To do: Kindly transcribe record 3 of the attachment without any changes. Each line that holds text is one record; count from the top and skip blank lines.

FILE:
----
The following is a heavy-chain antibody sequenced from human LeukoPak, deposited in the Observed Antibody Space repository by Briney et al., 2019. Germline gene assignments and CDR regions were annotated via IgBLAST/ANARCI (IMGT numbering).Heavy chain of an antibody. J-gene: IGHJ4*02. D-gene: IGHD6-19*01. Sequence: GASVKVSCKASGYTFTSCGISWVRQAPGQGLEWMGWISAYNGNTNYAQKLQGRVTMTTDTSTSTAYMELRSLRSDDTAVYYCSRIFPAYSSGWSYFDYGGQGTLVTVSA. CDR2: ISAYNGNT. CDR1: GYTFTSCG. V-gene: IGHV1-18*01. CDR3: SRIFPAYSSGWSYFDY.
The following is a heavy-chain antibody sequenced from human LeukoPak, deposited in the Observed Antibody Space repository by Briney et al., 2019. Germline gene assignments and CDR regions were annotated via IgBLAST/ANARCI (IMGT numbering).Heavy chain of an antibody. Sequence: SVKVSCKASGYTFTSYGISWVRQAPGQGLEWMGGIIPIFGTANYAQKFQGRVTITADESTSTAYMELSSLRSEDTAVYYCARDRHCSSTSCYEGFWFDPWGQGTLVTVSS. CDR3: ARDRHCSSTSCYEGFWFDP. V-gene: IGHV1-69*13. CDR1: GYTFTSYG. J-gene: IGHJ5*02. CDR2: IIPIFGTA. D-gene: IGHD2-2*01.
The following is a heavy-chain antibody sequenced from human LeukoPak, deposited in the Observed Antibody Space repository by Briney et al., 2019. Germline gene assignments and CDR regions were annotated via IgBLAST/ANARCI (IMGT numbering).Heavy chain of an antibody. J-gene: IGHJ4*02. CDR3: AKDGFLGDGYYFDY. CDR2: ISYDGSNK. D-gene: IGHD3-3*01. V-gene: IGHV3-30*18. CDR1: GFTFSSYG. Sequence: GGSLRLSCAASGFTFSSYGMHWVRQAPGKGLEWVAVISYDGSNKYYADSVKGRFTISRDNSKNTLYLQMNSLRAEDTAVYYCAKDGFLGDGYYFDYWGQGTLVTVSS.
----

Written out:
The following is a heavy-chain antibody sequenced from human LeukoPak, deposited in the Observed Antibody Space repository by Briney et al., 2019. Germline gene assignments and CDR regions were annotated via IgBLAST/ANARCI (IMGT numbering).Heavy chain of an antibody. J-gene: IGHJ4*02. CDR3: AKDGFLGDGYYFDY. CDR2: ISYDGSNK. D-gene: IGHD3-3*01. V-gene: IGHV3-30*18. CDR1: GFTFSSYG. Sequence: GGSLRLSCAASGFTFSSYGMHWVRQAPGKGLEWVAVISYDGSNKYYADSVKGRFTISRDNSKNTLYLQMNSLRAEDTAVYYCAKDGFLGDGYYFDYWGQGTLVTVSS.